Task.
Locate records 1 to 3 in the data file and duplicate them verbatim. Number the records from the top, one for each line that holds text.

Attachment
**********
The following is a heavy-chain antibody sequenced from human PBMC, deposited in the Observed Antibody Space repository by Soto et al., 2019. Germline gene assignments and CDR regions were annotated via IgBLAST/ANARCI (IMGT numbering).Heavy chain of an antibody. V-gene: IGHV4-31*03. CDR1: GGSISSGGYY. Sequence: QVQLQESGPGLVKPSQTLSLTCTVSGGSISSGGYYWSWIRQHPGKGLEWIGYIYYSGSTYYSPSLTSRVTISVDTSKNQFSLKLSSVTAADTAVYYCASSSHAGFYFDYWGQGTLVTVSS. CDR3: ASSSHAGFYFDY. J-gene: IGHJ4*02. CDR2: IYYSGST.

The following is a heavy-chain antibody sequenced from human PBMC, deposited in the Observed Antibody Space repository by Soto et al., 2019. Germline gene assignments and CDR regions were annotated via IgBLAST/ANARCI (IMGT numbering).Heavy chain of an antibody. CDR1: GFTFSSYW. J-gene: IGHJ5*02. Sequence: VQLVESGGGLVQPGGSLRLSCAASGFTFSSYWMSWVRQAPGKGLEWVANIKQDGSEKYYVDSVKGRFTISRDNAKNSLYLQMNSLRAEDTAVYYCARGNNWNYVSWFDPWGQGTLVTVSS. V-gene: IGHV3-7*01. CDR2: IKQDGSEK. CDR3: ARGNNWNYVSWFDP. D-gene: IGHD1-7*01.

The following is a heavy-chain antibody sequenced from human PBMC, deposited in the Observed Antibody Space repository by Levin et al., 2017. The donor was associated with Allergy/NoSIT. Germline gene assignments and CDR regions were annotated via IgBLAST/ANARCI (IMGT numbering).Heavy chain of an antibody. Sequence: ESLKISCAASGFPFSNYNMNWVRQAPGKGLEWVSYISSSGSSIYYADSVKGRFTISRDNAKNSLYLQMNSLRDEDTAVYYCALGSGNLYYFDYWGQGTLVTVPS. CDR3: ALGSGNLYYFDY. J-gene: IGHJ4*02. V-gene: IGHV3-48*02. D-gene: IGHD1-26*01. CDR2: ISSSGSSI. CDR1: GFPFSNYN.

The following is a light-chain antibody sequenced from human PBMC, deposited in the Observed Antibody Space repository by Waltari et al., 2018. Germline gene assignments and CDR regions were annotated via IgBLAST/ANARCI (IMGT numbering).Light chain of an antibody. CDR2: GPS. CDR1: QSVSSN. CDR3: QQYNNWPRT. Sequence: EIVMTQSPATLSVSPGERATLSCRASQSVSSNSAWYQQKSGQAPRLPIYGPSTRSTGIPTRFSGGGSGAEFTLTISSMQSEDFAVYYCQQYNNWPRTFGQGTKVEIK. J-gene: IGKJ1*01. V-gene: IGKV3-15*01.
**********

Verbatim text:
The following is a heavy-chain antibody sequenced from human PBMC, deposited in the Observed Antibody Space repository by Soto et al., 2019. Germline gene assignments and CDR regions were annotated via IgBLAST/ANARCI (IMGT numbering).Heavy chain of an antibody. V-gene: IGHV4-31*03. CDR1: GGSISSGGYY. Sequence: QVQLQESGPGLVKPSQTLSLTCTVSGGSISSGGYYWSWIRQHPGKGLEWIGYIYYSGSTYYSPSLTSRVTISVDTSKNQFSLKLSSVTAADTAVYYCASSSHAGFYFDYWGQGTLVTVSS. CDR3: ASSSHAGFYFDY. J-gene: IGHJ4*02. CDR2: IYYSGST.

The following is a heavy-chain antibody sequenced from human PBMC, deposited in the Observed Antibody Space repository by Soto et al., 2019. Germline gene assignments and CDR regions were annotated via IgBLAST/ANARCI (IMGT numbering).Heavy chain of an antibody. CDR1: GFTFSSYW. J-gene: IGHJ5*02. Sequence: VQLVESGGGLVQPGGSLRLSCAASGFTFSSYWMSWVRQAPGKGLEWVANIKQDGSEKYYVDSVKGRFTISRDNAKNSLYLQMNSLRAEDTAVYYCARGNNWNYVSWFDPWGQGTLVTVSS. V-gene: IGHV3-7*01. CDR2: IKQDGSEK. CDR3: ARGNNWNYVSWFDP. D-gene: IGHD1-7*01.

The following is a heavy-chain antibody sequenced from human PBMC, deposited in the Observed Antibody Space repository by Levin et al., 2017. The donor was associated with Allergy/NoSIT. Germline gene assignments and CDR regions were annotated via IgBLAST/ANARCI (IMGT numbering).Heavy chain of an antibody. Sequence: ESLKISCAASGFPFSNYNMNWVRQAPGKGLEWVSYISSSGSSIYYADSVKGRFTISRDNAKNSLYLQMNSLRDEDTAVYYCALGSGNLYYFDYWGQGTLVTVPS. CDR3: ALGSGNLYYFDY. J-gene: IGHJ4*02. V-gene: IGHV3-48*02. D-gene: IGHD1-26*01. CDR2: ISSSGSSI. CDR1: GFPFSNYN.